Several Week River Trips in America in Private Boat

I'm looking for great river trips anywhere in america, where I can

take a boat, purchased or rented, on a several week trip. The boat

would have three bedrooms, I'm looking for beautiful, safe and

interesting. Not looking for Minn. or Lake Powell Houseboats for week

vacation, but more of a real journey through America. And, I'm looking

for best time of year. Just took a long boat trip through Holland and

it was fantastic. Want to recreate something like that for my family,

while we experience geography and culture

One thought on “Several Week River Trips in America in Private Boat

  1. Rembrandt —

    There are three obvious river trips to take in the U.S. and I'm going

    to extend the definition by suggesting a Great Lakes tour as an

    option. Though it's not exactly a river (some would suggest that

    Lakes Erie, Ontario and Huron have enough flow to qualify), they offer

    tremendous insights into American history.

    For example, did you know that Beaver Island in Lake Michigan had a

    king, the only royalty ever granted a position in an American


    Central Michigan University Libraries

    Strangite Mormons

    North of the Mason-Dixon Line, the best months are July through

    September. This is particularly true on the Great Lakes where weather

    AND water doesn't start to warm until July 1. The southern cruise

    mentioned here extends the season by several months, but the

    June-November hurricane season makes it vulnerable to lots of rain.



    There are three good options to see a range of the country:

    The Mississippi

    The Tennessee-Tombigbee Waterway, most often called the Tenn-Tom

    The Erie Canal and Hudson River

    The other large rivers, the Colorado, Columbia and Missouri don't

    offer the range of historical options or are not quite as amenable to

    a houseboat or other large craft.



    The Mississippi is used throughout its length for recreation but also

    for heavy barge traffic, which makes it a bit tougher. Anchorages on

    islands have to be carefully chosen due to the bow wave of passing


    There's an excellent article on houseboating on the upper Mississippi

    here, and it includes links to four books that would be useful sources

    for research:

    "Huck's Houseboating Vacations" (2001)



    The Erie Canal system is so extensive that it encompasses not just the

    canal but the Finger Lakes and Lake Champlain. Of course the canal

    was built to connect Lake Erie and the Hudson River, opening up the

    Northwest Territories so that people like my great-great grandparents

    could profitably get Ohio farm products to market:

    NY State Canal System Map

    The home page for the New York State Canal System is here:

    Houseboat Magazine has run a series of articles over the last several

    years on this canal system, including:

    Houseboat Magazine

    "175 and Running Strong" (January, 2000)

    "History of the Erie Canal" January, 2000)

    "Fun Facts About the NY Canal System" January, 2000)

    "Erie Adventures" (July, 2001)

    3. TENN-TOM


    The Tennesse-Tombigbee is the canal that connects the two rivers in

    its name, so the entire waterway really encompasses the mouth of the

    Tennesse — at Paducah, KY — all of the way to Mobile, AL on the Gulf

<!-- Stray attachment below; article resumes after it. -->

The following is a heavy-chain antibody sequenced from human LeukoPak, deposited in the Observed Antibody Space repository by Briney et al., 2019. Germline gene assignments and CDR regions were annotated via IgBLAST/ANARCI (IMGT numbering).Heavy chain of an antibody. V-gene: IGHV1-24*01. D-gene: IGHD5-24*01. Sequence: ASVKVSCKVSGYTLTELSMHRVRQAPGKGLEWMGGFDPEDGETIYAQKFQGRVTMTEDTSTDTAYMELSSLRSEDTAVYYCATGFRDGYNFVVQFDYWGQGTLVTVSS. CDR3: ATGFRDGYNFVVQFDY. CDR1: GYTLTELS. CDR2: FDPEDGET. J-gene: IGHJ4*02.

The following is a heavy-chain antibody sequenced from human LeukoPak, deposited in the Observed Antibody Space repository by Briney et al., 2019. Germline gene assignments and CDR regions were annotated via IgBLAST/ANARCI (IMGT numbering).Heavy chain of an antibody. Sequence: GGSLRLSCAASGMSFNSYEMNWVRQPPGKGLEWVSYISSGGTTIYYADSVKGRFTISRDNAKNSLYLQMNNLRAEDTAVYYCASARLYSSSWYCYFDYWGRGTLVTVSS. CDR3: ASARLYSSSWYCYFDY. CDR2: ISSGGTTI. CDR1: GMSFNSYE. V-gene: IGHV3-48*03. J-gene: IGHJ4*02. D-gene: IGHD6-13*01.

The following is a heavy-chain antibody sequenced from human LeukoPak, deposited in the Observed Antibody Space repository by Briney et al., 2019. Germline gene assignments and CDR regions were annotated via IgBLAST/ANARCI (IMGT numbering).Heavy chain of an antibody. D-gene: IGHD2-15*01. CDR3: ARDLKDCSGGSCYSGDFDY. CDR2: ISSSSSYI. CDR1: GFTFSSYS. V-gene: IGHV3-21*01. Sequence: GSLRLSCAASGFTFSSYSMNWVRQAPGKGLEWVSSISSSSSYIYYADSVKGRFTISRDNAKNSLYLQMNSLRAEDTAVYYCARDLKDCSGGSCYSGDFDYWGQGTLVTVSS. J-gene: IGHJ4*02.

Coast. It a very interesting waterway for fishing and local

    recreation; also for boats from the Great Lakes which are headed south

    for the winter because it doesn't have the heavy commercial traffic

    found on the Mississippi. The waterway runs north-south, but also

    includes cities up-river (and east) of Huntsville, Chattanooga and


    We also have a book on the shelf here, "The Cruising Guide to the

    Tennesse River, Tenn-Tom Waterway, and Lower Tombigbee River," by

    Thomas Marian and W.J. Rumsey. Written 12 years ago (and published in

    paperback in 1995), it's an excellent cruising guide to the waterway

    in detail. You'll find this book referenced widely on (and

    other sources) and may want to note other cruising guides to boating

    in the United States.

    And Houseboat Magazine also has an article on the waterway:


    "Tenn-Tom 2" (May 8, 2000)



    We have sailed extensively on Lake Michigan and would recommend it or

    any of the Great Lakes for an interesting experience. The population

    gets sparser as you move north, away from large cities like Chicago

    and Milwaukee, but the lakes have a strong historical perspective. It

    was the mines and forests of Michigan that built (and rebuilt after

    the Chicago Fire) the cities of the Midwest. You'll find dozens of

    interesting historical footnotes as you go from harbor-to-harbor in

    any of the lakes (including the fact that there were MORE boats plying

    these waters in the 1890s than there are today).

    How to prepare?

    There are some interesting videos on touring the Great Lakes:

    Online Marine

    "The Great Lakes Video Cruising Guide Series"

    And cruising guides and chartbooks for each of the lakes:

    Bluewater Books and Charts

    "Great Lakes Cruising Guides"

    Google search strategy:

    "Tenn-Tom" + charter + houseboat

    This search can be repeated for any of the great rivers, including the

    Mississippi, Columbia and Missouri

    Note that a Google search with the following terms warns of the

    hazards of commercial traffic on the lower portion of the Mississippi:

    "lower Mississippi" + houseboat

    "Great Lakes" + "cruising guides"

    Best regards,


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